Through the Scriptures, we also receive the blessing which Jesus gave to his apostles: “Peace I leave with you; my peace I give to you.  Not as the world gives do I give to you.” (John 14:27)  Jesus gives you his Holy Spirit who gives you peace.  But he does not give as the world gives.
      You teens are entering a time of your life when you will discover that the world offers countless distractions and pleasures.  Some are good.  Some are harmless.  Some are destructive.  You will be promised that worldly pursuits and pleasures will give you all you need, and that these will make you happy.  It is a lie.  To be fair, worldly pleasures and pursuits may give you a moment of happiness.  If you give into greed, you may get more money.  But no one on his deathbed wished he had a larger bank account.  If you give into lust, you may get a moment's pleasure.  But it will be followed by the pain of being used or the shame of using another for your own pleasure.  If you learn to manipulate people, you will get them to perform for you.  But your momentary triumph will cost you long-term friendships.  No matter what blessings you get in this world, they are slowly lost over time.  That is the best the world can give.  For a moment, it might seem like a pretty good deal.  But that is all you get—a moment.  In the end, you lose everything—worst of all, your soul.  Beware.  It happens far more easily than you think.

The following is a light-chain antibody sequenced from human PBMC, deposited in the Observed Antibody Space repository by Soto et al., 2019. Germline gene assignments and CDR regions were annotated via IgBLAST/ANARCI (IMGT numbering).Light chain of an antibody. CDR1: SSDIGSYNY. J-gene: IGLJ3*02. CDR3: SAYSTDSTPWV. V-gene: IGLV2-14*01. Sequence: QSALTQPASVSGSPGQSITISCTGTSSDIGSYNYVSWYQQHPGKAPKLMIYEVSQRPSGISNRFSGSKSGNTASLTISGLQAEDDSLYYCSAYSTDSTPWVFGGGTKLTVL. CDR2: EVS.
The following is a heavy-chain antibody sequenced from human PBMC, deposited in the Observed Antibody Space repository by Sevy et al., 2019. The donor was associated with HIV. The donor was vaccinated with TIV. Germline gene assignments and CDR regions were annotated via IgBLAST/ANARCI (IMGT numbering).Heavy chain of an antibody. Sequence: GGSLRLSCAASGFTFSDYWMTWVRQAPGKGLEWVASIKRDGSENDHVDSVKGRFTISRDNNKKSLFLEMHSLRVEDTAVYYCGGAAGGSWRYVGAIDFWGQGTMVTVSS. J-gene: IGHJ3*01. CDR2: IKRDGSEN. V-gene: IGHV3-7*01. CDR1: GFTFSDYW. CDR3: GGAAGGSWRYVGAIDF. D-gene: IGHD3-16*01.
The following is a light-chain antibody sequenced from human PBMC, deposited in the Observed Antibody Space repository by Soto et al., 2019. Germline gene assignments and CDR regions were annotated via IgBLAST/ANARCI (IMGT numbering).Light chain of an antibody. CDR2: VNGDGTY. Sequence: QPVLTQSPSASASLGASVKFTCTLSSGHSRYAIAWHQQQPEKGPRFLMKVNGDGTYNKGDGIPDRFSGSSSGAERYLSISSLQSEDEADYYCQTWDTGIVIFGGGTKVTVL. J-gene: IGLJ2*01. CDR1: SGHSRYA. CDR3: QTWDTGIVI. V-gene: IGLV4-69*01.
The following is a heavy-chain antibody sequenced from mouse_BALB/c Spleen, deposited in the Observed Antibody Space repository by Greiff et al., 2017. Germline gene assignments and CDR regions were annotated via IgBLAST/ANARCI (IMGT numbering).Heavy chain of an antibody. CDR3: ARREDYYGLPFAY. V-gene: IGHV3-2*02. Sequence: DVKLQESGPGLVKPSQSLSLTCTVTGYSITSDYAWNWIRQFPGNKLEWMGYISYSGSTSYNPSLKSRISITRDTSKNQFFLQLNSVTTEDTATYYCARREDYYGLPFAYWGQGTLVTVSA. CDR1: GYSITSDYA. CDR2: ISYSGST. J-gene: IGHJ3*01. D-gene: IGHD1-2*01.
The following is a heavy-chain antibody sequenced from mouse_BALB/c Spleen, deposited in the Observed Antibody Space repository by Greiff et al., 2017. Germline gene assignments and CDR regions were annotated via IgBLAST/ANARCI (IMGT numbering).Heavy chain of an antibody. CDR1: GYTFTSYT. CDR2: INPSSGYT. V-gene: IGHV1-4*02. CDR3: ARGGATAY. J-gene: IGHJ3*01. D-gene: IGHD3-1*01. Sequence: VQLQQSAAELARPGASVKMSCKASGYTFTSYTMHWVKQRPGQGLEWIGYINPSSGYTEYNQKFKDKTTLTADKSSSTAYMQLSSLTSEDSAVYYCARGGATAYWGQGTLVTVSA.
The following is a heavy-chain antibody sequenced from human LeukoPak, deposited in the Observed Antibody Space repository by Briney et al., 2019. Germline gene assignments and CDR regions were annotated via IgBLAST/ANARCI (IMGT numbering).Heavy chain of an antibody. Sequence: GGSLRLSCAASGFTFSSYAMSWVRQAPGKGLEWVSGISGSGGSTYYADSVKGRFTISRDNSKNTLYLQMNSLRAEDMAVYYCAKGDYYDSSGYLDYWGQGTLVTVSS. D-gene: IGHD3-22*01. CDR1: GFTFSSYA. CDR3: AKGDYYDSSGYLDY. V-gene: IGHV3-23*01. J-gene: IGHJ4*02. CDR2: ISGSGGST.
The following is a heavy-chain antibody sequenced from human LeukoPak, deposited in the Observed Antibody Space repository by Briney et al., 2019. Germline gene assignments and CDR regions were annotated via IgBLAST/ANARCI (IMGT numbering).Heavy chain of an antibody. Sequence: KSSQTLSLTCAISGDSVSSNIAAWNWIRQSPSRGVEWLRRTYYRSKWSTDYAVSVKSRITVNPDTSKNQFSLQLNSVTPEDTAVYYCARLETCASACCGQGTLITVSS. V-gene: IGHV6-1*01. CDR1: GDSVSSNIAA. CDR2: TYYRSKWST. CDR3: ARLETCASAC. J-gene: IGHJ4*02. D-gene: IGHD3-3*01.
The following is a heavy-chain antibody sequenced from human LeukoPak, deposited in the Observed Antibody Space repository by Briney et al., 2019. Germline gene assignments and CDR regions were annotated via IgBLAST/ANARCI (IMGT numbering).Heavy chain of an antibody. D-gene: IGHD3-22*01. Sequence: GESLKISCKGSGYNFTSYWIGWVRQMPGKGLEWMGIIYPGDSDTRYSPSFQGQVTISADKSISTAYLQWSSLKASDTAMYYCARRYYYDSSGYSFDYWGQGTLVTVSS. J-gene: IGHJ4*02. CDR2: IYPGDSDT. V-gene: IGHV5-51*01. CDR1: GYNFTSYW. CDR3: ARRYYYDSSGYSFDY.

But the Spirit makes you mindful of Christ who says, “Peace I leave with you; my peace I give to you.  Not as the world gives do I give to you.” (John 14:27)  Jesus gives you an enduring peace.  It is not lost when you lose friends or possessions.  It is not taken away when life gets hard.  It does not shatter when your world falls apart.  The peace that Jesus gives was secured by his sufferings, death, and resurrection.  By his sufferings and death, Jesus has taken away your sin.  No matter what you have done, Jesus' holy, precious blood washes it away.  His innocence covers over your shame.  He pardons every offense.  And the Savior who went into death to pay for your sins also conquered death by his resurrection.  Jesus, who has redeemed you and made you a child of God, will also deliver you from the grave.  He grants you eternal life.  Nothing can erase Jesus' sufferings and death.  Nothing nullifies his resurrection.  Therefore, nothing can take your peace away from you.  Even amidst tears, you still have Jesus' promises.  Even when your world is falling apart, Jesus' promises remain rock solid.  Jesus still has his Holy Spirit dwell in you to comfort and sustain you.